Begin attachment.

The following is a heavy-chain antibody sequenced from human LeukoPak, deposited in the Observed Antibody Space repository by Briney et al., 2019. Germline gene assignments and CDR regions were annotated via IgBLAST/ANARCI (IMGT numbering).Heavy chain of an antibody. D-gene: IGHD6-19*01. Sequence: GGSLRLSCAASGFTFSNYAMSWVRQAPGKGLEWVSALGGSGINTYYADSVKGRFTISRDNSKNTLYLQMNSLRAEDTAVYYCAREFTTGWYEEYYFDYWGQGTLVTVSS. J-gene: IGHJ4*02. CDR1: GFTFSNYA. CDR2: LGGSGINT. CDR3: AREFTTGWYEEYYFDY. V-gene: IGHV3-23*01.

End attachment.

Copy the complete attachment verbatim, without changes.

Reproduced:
The following is a heavy-chain antibody sequenced from human LeukoPak, deposited in the Observed Antibody Space repository by Briney et al., 2019. Germline gene assignments and CDR regions were annotated via IgBLAST/ANARCI (IMGT numbering).Heavy chain of an antibody. D-gene: IGHD6-19*01. Sequence: GGSLRLSCAASGFTFSNYAMSWVRQAPGKGLEWVSALGGSGINTYYADSVKGRFTISRDNSKNTLYLQMNSLRAEDTAVYYCAREFTTGWYEEYYFDYWGQGTLVTVSS. J-gene: IGHJ4*02. CDR1: GFTFSNYA. CDR2: LGGSGINT. CDR3: AREFTTGWYEEYYFDY. V-gene: IGHV3-23*01.